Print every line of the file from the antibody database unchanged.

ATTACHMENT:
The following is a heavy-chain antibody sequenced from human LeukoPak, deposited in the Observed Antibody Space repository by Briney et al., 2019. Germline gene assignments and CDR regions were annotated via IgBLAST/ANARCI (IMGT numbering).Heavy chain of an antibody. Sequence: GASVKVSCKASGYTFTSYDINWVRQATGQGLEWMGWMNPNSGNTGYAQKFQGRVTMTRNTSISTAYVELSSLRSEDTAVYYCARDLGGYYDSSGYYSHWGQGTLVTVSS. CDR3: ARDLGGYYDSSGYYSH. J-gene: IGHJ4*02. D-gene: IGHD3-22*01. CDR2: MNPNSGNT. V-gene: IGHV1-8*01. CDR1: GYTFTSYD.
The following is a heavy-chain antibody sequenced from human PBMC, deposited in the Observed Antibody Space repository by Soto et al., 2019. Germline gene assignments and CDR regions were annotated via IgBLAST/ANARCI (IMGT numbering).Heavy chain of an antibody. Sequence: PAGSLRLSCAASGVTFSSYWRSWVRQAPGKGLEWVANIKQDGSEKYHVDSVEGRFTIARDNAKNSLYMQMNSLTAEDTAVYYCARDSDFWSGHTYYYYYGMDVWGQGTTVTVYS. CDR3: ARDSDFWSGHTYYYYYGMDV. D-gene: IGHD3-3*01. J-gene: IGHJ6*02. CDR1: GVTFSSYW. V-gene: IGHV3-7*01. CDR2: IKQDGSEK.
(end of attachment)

The following is a heavy-chain antibody sequenced from human LeukoPak, deposited in the Observed Antibody Space repository by Briney et al., 2019. Germline gene assignments and CDR regions were annotated via IgBLAST/ANARCI (IMGT numbering).Heavy chain of an antibody. Sequence: GASVKVSCKASGYTFTSYDINWVRQATGQGLEWMGWMNPNSGNTGYAQKFQGRVTMTRNTSISTAYVELSSLRSEDTAVYYCARDLGGYYDSSGYYSHWGQGTLVTVSS. CDR3: ARDLGGYYDSSGYYSH. J-gene: IGHJ4*02. D-gene: IGHD3-22*01. CDR2: MNPNSGNT. V-gene: IGHV1-8*01. CDR1: GYTFTSYD.
The following is a heavy-chain antibody sequenced from human PBMC, deposited in the Observed Antibody Space repository by Soto et al., 2019. Germline gene assignments and CDR regions were annotated via IgBLAST/ANARCI (IMGT numbering).Heavy chain of an antibody. Sequence: PAGSLRLSCAASGVTFSSYWRSWVRQAPGKGLEWVANIKQDGSEKYHVDSVEGRFTIARDNAKNSLYMQMNSLTAEDTAVYYCARDSDFWSGHTYYYYYGMDVWGQGTTVTVYS. CDR3: ARDSDFWSGHTYYYYYGMDV. D-gene: IGHD3-3*01. J-gene: IGHJ6*02. CDR1: GVTFSSYW. V-gene: IGHV3-7*01. CDR2: IKQDGSEK.